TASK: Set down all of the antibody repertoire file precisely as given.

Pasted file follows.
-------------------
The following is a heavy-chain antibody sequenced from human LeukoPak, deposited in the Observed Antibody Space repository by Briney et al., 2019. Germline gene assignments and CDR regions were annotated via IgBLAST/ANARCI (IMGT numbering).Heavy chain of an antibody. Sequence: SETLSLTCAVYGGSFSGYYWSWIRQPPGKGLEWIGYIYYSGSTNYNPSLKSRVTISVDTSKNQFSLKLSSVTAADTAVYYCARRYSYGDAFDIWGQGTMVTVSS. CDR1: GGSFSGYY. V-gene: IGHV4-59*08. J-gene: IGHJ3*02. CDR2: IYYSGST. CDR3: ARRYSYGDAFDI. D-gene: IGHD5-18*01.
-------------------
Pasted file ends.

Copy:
The following is a heavy-chain antibody sequenced from human LeukoPak, deposited in the Observed Antibody Space repository by Briney et al., 2019. Germline gene assignments and CDR regions were annotated via IgBLAST/ANARCI (IMGT numbering).Heavy chain of an antibody. Sequence: SETLSLTCAVYGGSFSGYYWSWIRQPPGKGLEWIGYIYYSGSTNYNPSLKSRVTISVDTSKNQFSLKLSSVTAADTAVYYCARRYSYGDAFDIWGQGTMVTVSS. CDR1: GGSFSGYY. V-gene: IGHV4-59*08. J-gene: IGHJ3*02. CDR2: IYYSGST. CDR3: ARRYSYGDAFDI. D-gene: IGHD5-18*01.